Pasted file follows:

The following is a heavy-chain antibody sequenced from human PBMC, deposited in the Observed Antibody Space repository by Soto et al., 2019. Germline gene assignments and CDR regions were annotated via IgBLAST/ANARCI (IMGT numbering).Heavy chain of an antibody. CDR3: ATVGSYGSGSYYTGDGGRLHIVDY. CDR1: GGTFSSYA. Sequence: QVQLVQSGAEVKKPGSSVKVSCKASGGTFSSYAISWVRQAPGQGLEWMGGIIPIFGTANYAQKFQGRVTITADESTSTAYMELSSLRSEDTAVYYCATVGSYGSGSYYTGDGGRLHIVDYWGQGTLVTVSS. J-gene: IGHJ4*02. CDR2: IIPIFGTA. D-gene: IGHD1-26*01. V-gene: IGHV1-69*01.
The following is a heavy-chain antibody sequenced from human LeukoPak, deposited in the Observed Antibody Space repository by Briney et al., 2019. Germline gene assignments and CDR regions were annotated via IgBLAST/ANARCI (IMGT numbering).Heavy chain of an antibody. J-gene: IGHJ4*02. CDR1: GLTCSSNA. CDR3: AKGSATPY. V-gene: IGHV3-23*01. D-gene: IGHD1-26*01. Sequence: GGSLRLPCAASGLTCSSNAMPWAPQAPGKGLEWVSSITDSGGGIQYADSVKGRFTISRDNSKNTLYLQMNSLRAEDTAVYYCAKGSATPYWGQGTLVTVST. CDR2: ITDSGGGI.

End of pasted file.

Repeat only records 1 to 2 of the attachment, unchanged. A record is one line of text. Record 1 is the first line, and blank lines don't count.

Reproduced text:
The following is a heavy-chain antibody sequenced from human PBMC, deposited in the Observed Antibody Space repository by Soto et al., 2019. Germline gene assignments and CDR regions were annotated via IgBLAST/ANARCI (IMGT numbering).Heavy chain of an antibody. CDR3: ATVGSYGSGSYYTGDGGRLHIVDY. CDR1: GGTFSSYA. Sequence: QVQLVQSGAEVKKPGSSVKVSCKASGGTFSSYAISWVRQAPGQGLEWMGGIIPIFGTANYAQKFQGRVTITADESTSTAYMELSSLRSEDTAVYYCATVGSYGSGSYYTGDGGRLHIVDYWGQGTLVTVSS. J-gene: IGHJ4*02. CDR2: IIPIFGTA. D-gene: IGHD1-26*01. V-gene: IGHV1-69*01.
The following is a heavy-chain antibody sequenced from human LeukoPak, deposited in the Observed Antibody Space repository by Briney et al., 2019. Germline gene assignments and CDR regions were annotated via IgBLAST/ANARCI (IMGT numbering).Heavy chain of an antibody. J-gene: IGHJ4*02. CDR1: GLTCSSNA. CDR3: AKGSATPY. V-gene: IGHV3-23*01. D-gene: IGHD1-26*01. Sequence: GGSLRLPCAASGLTCSSNAMPWAPQAPGKGLEWVSSITDSGGGIQYADSVKGRFTISRDNSKNTLYLQMNSLRAEDTAVYYCAKGSATPYWGQGTLVTVST. CDR2: ITDSGGGI.